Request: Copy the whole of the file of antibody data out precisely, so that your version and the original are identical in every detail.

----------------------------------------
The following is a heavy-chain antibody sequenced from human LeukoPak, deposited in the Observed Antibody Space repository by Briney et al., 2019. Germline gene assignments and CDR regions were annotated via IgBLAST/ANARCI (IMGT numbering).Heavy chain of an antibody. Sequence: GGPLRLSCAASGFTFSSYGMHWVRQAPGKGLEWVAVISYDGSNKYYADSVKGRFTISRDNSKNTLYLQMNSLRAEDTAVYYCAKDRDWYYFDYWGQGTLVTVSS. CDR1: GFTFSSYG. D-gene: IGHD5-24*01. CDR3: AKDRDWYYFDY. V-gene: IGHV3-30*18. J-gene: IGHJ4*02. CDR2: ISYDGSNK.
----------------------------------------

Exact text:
The following is a heavy-chain antibody sequenced from human LeukoPak, deposited in the Observed Antibody Space repository by Briney et al., 2019. Germline gene assignments and CDR regions were annotated via IgBLAST/ANARCI (IMGT numbering).Heavy chain of an antibody. Sequence: GGPLRLSCAASGFTFSSYGMHWVRQAPGKGLEWVAVISYDGSNKYYADSVKGRFTISRDNSKNTLYLQMNSLRAEDTAVYYCAKDRDWYYFDYWGQGTLVTVSS. CDR1: GFTFSSYG. D-gene: IGHD5-24*01. CDR3: AKDRDWYYFDY. V-gene: IGHV3-30*18. J-gene: IGHJ4*02. CDR2: ISYDGSNK.